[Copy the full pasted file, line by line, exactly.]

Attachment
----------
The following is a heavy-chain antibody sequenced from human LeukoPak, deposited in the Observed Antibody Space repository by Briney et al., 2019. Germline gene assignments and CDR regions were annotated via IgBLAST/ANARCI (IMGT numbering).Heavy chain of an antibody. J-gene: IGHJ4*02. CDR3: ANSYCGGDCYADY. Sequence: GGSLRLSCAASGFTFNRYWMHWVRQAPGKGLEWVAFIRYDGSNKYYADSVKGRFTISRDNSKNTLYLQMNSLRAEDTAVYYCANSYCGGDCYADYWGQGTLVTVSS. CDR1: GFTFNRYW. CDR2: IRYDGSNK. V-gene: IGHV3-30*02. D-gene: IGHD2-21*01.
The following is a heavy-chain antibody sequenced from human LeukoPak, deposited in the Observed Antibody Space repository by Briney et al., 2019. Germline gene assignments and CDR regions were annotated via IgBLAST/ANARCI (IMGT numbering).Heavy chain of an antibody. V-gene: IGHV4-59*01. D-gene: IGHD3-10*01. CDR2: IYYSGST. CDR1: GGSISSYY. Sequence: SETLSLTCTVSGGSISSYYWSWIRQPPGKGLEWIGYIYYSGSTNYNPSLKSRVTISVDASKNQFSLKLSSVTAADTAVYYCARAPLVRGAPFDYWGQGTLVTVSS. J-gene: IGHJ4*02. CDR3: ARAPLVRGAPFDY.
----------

The following is a heavy-chain antibody sequenced from human LeukoPak, deposited in the Observed Antibody Space repository by Briney et al., 2019. Germline gene assignments and CDR regions were annotated via IgBLAST/ANARCI (IMGT numbering).Heavy chain of an antibody. J-gene: IGHJ4*02. CDR3: ANSYCGGDCYADY. Sequence: GGSLRLSCAASGFTFNRYWMHWVRQAPGKGLEWVAFIRYDGSNKYYADSVKGRFTISRDNSKNTLYLQMNSLRAEDTAVYYCANSYCGGDCYADYWGQGTLVTVSS. CDR1: GFTFNRYW. CDR2: IRYDGSNK. V-gene: IGHV3-30*02. D-gene: IGHD2-21*01.
The following is a heavy-chain antibody sequenced from human LeukoPak, deposited in the Observed Antibody Space repository by Briney et al., 2019. Germline gene assignments and CDR regions were annotated via IgBLAST/ANARCI (IMGT numbering).Heavy chain of an antibody. V-gene: IGHV4-59*01. D-gene: IGHD3-10*01. CDR2: IYYSGST. CDR1: GGSISSYY. Sequence: SETLSLTCTVSGGSISSYYWSWIRQPPGKGLEWIGYIYYSGSTNYNPSLKSRVTISVDASKNQFSLKLSSVTAADTAVYYCARAPLVRGAPFDYWGQGTLVTVSS. J-gene: IGHJ4*02. CDR3: ARAPLVRGAPFDY.